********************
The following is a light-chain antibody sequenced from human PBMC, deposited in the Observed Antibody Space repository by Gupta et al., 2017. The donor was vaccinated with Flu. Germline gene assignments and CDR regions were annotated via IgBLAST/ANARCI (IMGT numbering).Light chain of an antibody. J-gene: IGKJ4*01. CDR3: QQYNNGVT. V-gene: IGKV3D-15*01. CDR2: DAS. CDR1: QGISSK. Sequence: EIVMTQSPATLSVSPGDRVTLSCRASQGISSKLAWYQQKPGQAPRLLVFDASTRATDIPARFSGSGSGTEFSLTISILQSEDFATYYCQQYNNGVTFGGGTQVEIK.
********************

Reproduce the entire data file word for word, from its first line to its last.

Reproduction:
The following is a light-chain antibody sequenced from human PBMC, deposited in the Observed Antibody Space repository by Gupta et al., 2017. The donor was vaccinated with Flu. Germline gene assignments and CDR regions were annotated via IgBLAST/ANARCI (IMGT numbering).Light chain of an antibody. J-gene: IGKJ4*01. CDR3: QQYNNGVT. V-gene: IGKV3D-15*01. CDR2: DAS. CDR1: QGISSK. Sequence: EIVMTQSPATLSVSPGDRVTLSCRASQGISSKLAWYQQKPGQAPRLLVFDASTRATDIPARFSGSGSGTEFSLTISILQSEDFATYYCQQYNNGVTFGGGTQVEIK.